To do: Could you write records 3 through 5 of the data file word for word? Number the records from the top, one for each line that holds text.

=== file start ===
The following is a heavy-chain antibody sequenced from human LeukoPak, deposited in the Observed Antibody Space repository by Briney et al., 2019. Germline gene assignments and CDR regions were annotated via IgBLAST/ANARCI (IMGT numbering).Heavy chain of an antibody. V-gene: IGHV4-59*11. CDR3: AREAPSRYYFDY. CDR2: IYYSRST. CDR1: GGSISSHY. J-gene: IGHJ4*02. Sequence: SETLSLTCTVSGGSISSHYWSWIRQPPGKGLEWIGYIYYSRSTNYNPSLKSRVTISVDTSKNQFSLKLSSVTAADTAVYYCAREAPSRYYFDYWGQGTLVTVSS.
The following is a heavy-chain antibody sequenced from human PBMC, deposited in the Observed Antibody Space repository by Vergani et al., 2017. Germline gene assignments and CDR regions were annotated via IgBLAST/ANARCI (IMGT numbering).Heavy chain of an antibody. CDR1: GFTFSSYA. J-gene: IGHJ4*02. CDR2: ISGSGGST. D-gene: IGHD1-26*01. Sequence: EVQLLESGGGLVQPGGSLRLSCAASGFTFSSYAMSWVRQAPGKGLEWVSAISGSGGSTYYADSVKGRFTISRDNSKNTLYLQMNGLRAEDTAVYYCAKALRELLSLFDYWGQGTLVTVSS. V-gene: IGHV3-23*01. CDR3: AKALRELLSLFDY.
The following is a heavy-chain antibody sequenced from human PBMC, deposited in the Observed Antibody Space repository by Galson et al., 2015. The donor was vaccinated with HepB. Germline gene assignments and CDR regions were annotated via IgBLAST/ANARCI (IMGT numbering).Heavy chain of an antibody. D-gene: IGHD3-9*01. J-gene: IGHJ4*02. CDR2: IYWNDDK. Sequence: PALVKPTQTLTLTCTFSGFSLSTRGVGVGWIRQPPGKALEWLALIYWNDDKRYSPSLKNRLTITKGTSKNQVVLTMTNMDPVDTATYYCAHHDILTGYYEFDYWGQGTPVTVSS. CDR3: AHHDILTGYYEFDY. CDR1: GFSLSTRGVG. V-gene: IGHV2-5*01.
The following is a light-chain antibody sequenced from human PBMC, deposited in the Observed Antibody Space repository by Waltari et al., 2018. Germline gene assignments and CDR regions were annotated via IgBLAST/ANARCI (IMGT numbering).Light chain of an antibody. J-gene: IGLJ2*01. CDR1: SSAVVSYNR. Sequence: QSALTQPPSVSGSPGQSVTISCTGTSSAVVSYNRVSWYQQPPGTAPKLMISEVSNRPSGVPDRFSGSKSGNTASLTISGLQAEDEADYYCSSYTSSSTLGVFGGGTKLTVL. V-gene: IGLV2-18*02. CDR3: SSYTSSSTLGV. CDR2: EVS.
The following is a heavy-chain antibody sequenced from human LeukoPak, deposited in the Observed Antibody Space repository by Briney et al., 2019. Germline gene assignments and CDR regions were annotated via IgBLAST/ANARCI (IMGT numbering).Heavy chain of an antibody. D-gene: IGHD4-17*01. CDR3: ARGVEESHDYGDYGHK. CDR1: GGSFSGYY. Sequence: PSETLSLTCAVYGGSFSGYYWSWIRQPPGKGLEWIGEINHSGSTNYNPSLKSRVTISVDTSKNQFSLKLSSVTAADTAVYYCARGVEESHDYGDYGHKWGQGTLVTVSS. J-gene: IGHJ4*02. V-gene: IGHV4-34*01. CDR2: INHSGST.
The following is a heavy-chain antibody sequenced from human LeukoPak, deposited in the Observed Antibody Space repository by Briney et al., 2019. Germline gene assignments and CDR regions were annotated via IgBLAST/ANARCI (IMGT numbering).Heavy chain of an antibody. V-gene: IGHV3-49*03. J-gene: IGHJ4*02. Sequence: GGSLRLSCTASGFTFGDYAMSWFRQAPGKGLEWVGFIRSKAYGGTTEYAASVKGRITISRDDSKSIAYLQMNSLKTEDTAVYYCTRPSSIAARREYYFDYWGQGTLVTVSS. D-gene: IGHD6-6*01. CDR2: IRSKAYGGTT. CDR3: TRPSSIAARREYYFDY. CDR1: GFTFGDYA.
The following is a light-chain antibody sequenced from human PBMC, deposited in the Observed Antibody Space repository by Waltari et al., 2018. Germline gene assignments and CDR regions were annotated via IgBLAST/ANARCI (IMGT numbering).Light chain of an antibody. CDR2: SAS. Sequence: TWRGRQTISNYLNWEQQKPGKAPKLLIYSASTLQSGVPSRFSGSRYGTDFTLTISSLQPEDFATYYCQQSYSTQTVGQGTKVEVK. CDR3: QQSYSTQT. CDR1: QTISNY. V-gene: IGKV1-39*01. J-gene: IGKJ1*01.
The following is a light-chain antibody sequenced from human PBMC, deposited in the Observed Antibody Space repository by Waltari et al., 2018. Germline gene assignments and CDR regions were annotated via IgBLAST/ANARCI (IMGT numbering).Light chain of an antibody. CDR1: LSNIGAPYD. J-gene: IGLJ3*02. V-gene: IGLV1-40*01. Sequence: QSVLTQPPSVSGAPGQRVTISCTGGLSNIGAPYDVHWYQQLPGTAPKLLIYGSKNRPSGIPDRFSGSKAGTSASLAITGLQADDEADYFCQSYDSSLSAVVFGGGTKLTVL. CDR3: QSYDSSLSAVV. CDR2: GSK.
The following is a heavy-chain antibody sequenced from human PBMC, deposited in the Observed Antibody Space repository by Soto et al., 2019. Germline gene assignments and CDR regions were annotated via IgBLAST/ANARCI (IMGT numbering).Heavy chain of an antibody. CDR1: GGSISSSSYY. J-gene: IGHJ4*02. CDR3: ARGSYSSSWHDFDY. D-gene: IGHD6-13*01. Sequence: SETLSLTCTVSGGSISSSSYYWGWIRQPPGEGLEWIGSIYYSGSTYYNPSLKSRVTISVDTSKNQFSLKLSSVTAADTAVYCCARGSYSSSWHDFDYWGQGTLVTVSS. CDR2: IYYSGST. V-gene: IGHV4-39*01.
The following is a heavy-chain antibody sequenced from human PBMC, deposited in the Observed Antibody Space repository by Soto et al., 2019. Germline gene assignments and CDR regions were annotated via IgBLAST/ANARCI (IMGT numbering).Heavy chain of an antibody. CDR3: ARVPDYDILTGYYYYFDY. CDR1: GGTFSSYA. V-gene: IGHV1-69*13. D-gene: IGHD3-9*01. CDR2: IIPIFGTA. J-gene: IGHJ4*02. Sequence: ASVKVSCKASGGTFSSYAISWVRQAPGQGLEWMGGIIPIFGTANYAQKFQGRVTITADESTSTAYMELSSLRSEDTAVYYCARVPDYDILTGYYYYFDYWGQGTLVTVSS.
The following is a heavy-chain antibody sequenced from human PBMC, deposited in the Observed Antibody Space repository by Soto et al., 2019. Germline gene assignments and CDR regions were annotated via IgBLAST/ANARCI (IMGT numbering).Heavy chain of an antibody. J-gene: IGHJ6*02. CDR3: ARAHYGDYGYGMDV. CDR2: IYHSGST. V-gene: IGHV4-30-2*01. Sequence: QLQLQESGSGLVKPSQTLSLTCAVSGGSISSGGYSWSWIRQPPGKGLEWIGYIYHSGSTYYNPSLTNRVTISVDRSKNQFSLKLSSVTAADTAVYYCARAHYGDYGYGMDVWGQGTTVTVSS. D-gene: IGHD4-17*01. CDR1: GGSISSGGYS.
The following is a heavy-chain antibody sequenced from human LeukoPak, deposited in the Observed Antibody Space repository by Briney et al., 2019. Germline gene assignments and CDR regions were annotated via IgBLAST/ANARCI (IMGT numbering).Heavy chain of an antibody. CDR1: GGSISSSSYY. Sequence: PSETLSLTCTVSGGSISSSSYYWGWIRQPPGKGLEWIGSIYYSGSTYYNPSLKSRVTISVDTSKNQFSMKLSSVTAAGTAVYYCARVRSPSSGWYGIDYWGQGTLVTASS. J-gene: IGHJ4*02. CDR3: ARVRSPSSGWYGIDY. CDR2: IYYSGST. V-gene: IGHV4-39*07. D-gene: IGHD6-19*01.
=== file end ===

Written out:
The following is a heavy-chain antibody sequenced from human PBMC, deposited in the Observed Antibody Space repository by Galson et al., 2015. The donor was vaccinated with HepB. Germline gene assignments and CDR regions were annotated via IgBLAST/ANARCI (IMGT numbering).Heavy chain of an antibody. D-gene: IGHD3-9*01. J-gene: IGHJ4*02. CDR2: IYWNDDK. Sequence: PALVKPTQTLTLTCTFSGFSLSTRGVGVGWIRQPPGKALEWLALIYWNDDKRYSPSLKNRLTITKGTSKNQVVLTMTNMDPVDTATYYCAHHDILTGYYEFDYWGQGTPVTVSS. CDR3: AHHDILTGYYEFDY. CDR1: GFSLSTRGVG. V-gene: IGHV2-5*01.
The following is a light-chain antibody sequenced from human PBMC, deposited in the Observed Antibody Space repository by Waltari et al., 2018. Germline gene assignments and CDR regions were annotated via IgBLAST/ANARCI (IMGT numbering).Light chain of an antibody. J-gene: IGLJ2*01. CDR1: SSAVVSYNR. Sequence: QSALTQPPSVSGSPGQSVTISCTGTSSAVVSYNRVSWYQQPPGTAPKLMISEVSNRPSGVPDRFSGSKSGNTASLTISGLQAEDEADYYCSSYTSSSTLGVFGGGTKLTVL. V-gene: IGLV2-18*02. CDR3: SSYTSSSTLGV. CDR2: EVS.
The following is a heavy-chain antibody sequenced from human LeukoPak, deposited in the Observed Antibody Space repository by Briney et al., 2019. Germline gene assignments and CDR regions were annotated via IgBLAST/ANARCI (IMGT numbering).Heavy chain of an antibody. D-gene: IGHD4-17*01. CDR3: ARGVEESHDYGDYGHK. CDR1: GGSFSGYY. Sequence: PSETLSLTCAVYGGSFSGYYWSWIRQPPGKGLEWIGEINHSGSTNYNPSLKSRVTISVDTSKNQFSLKLSSVTAADTAVYYCARGVEESHDYGDYGHKWGQGTLVTVSS. J-gene: IGHJ4*02. V-gene: IGHV4-34*01. CDR2: INHSGST.